With their ace on the mound, the Phillies now just had to nurse this five-run lead until the end of the game, while facing the back end of the Yankees' bullpen. Lee gave up a run in the 5th when pinch-hitter Eric Hinske walked with one out and was driven in by Damon. In the meantime, the Yankees' bullpen was doing its job: both Robertson and Alfredo Aceves pitched two scoreless innings, keeping their team in the game. In the 7th, however, Phil Coke was rocked by another long ball off Utley's bat, his fifth homer of the Series, tying Reggie Jackson's record set in the 1977 World Series. The next batter, Howard, tied a World Series record of his own, but not an enviable one: he struck out for the 12th time, tying a mark set by Willie Wilson in 1980. Then with two outs, Coke gave up another long ball, a huge blast by Ibanez, to put the Phillies ahead, 8-2.
The Yankees made a late attempt at a comeback, but came up short. Against a tiring Lee in the 8th, Damon led off with a single and Mark Teixeira followed with a double. Alex Rodriguez then hit another double, scoring both runners and ending Lee's night of work. Chan Ho Park relieved him and gave up another run on a sacrifice fly by Robinson Cano. It was now 8-5. Charlie Manuel had a choice to make in the 9th, after Park was lifted for a pinch hitter: bring back his closer Brad Lidge after his meltdown of the previous day, or go with someone else to close the game ? He chose the latter, bringing in Ryan Madson. It wasn't pretty, as Posada, who had come in as a pinch hitter for Molina once the Yankees fell behind by 5 runs, led off the inning with a double and pinch hitter Hideki Matsui added a single. Derek Jeter now represented the tying run, but he grounded into a double play, making the score 8-6. With the bases now empty, Damon singled, and again, Madson had to face the potential trying run in the person of Teixeira. He managed to strike him out, ending a game whose final stages were much more tense than they should have been for the Phillies. Still, the crowd at Citizens Bank Park was happy, and for the first time since 2002, the World Series would go to a 6th game.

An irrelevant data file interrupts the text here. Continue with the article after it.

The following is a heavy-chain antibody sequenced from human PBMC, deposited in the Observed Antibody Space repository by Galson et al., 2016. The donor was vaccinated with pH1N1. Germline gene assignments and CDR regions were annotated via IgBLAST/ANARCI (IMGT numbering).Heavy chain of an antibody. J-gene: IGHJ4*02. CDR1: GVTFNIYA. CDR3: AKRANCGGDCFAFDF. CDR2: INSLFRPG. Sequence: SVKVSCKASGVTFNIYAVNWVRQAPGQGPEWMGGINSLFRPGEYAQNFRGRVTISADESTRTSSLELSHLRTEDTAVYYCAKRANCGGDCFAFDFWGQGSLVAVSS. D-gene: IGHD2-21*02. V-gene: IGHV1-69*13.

Game 6 @ New Yankee Stadium
|WP: Andy Pettitte (2-0), LP: Pedro Martinez (0-2)|
|Home Runs: - NYY: Hideki Matsui (3); PHI: Ryan Howard (1)|
- Attendance: 50,31
The New York Yankees won their 27th title by defeating the Phillies 7-3 in Game 6. Back in New York, the Yankees stuck with their initial plan to use only three starters during the postseason, sending Andy Pettitte back to the mound, in spite of some gnashing of teeth in the media over A.J. Burnett's poor performance in Game 5, supposedly the result of inadequate rest. Joe Girardi ignored the naysayers by indicating he trusted his front-line players in key situations. For the Phillies, Charlie Manuel sent in Pedro Martinez, in spite of rumors that he was feeling ill with the flu. That may or may not have been the case, but it is a fact that Pedro did not have his best stuff for the game. His fastballs were too slow to make his change-up effective, and his command was off. As a result, he was hit hard, and struggled to get through 4 innings in which he allowed 4 runs. But, above all, this was Hideki Matsui's night to shine. Back in the line-up after not starting any of the games in Philadelphia - although he did go 2 for 3 with a home run as a pinch hitter - Matsui had a game for the ages.
The scoring started in the 2nd inning, when Alex Rodriguez drew a four-pitch walk to start the inning, then Matsui drove a ball deep into the right field stands after an 8-pitch battle with Martinez. The Phillies came right back with a run in the top of the 3rd, as Carlos Ruiz hit a triple and was driven in by Jimmy Rollins' sacrifice fly, but it would be the last time the Phillies would be within striking distance in this game. In the bottom of the 3rd, Martinez was struggling seriously. After striking out Brett Gardner, he gave up a single to Derek Jeter and walked Johnny Damon. He then hit Mark Teixeira with a pitch to load the bases, but somehow managed to strike out A-Rod for the second out. Matsui came back to bat and this time lined a solid single into center field to drive in two more runs. On the play, Damon pulled a calf muscle and was replaced in LF by Jerry Hairston. Missing two of their regular outfielders, the Yankees could have been in trouble, but they were up 4-1, with Martinez struggling while Pettitte was his usual calm self.
The Yankees put the game away in the 5th inning. Martinez gave way to Chad Durbin, who was greeted by a double by Jeter which just eluded Ben Francisco's outstretched glove in left field to bounce over the bullpen fence. Hairston then laid down a beautiful sacrifice bunt to advance Jeter, and Teixeira singled for run number 5. After Rodriguez drew a walk, Matsui was up again. Manuel replaced Durbin with the left-hander J.A. Happ, but Matsui continued his titanic evening by doubling to the wall in right center to score two more runs. That gave him 6 RBI for the game, tying the World Series record set in 1960 by Bobby Richardson, and 8 for the Series, also a record. The Yankees were up, 7-1, and could already taste the champagne.